As Richard Francis Burton prepared for an exploration of the lower Congo in 1863, he scribbled a letter to his friend, Monckton Milnes:
“Starting in a hollowed log of wood—some thousand miles up a river, with an infinitesimal prospect of returning! I ask myself ‘Why?’ and the only echo is ‘damned fool! . . . the Devil drives!’”
Burton was an explorer, ethnologist, archaeologist, poet, translator and one of the three great linguists of his time.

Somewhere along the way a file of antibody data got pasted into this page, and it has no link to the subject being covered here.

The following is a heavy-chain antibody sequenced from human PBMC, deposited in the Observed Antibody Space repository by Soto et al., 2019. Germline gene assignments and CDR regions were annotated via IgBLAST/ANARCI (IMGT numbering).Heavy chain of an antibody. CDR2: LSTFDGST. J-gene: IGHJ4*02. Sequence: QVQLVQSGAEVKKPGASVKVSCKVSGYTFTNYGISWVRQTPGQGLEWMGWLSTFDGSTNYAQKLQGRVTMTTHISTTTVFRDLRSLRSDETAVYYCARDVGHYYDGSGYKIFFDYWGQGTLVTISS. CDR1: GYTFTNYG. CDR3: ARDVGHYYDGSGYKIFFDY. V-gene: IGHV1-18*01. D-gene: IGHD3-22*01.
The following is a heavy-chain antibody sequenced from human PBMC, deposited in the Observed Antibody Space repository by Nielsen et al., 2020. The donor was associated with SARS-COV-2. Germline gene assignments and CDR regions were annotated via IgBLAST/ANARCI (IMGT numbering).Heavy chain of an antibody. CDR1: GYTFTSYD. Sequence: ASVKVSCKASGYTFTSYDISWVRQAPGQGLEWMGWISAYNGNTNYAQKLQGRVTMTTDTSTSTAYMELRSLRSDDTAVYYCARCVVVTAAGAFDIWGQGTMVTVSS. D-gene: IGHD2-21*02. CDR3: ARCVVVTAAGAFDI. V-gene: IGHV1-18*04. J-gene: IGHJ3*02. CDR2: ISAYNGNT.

He was an amateur physician, a botanist, a geologist, an extraordinary swordsman and a sparkling conversationalist.
He penetrated the sacred Muslim cities of Mecca and Medina at great risk and explored the forbidden city of Harar in Somaliland.
He searched for the sources of the White Nile and discovered Lake Tanganyika while Teddy Roosevelt was still a young boy.
Burton’s hunger was not only for geographical discovery, but also for the hidden within man.
This book about Sir Richard Francis Burton was written in 1967. I haven’t read it yet, but I’ll tell you later of it was as good as I’ve been told. Click it to go to its page at amazon.com